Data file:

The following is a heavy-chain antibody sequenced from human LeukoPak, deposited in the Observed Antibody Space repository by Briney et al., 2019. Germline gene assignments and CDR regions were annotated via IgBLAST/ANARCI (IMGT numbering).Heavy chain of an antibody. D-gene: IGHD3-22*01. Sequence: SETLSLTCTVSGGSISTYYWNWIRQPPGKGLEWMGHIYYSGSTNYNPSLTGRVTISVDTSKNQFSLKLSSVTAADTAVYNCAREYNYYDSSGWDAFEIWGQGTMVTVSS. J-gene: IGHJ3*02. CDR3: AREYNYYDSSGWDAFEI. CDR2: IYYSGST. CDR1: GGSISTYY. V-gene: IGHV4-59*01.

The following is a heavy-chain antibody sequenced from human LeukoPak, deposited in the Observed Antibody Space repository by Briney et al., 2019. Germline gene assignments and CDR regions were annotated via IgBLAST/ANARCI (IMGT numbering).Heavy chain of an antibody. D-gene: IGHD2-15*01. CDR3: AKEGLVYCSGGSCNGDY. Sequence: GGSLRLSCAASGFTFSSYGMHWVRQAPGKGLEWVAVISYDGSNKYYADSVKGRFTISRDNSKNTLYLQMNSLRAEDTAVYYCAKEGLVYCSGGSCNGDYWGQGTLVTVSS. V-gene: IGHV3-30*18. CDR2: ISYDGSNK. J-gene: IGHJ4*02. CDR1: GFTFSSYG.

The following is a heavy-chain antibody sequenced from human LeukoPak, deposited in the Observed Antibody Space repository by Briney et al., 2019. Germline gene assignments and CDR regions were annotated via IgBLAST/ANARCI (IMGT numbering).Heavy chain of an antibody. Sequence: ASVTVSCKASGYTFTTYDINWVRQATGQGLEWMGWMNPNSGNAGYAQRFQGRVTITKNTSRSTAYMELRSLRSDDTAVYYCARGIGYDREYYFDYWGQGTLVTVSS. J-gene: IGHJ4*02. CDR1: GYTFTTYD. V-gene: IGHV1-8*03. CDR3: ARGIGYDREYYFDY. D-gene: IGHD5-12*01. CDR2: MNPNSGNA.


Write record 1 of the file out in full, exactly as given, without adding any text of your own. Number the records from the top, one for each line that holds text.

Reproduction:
The following is a heavy-chain antibody sequenced from human LeukoPak, deposited in the Observed Antibody Space repository by Briney et al., 2019. Germline gene assignments and CDR regions were annotated via IgBLAST/ANARCI (IMGT numbering).Heavy chain of an antibody. D-gene: IGHD3-22*01. Sequence: SETLSLTCTVSGGSISTYYWNWIRQPPGKGLEWMGHIYYSGSTNYNPSLTGRVTISVDTSKNQFSLKLSSVTAADTAVYNCAREYNYYDSSGWDAFEIWGQGTMVTVSS. J-gene: IGHJ3*02. CDR3: AREYNYYDSSGWDAFEI. CDR2: IYYSGST. CDR1: GGSISTYY. V-gene: IGHV4-59*01.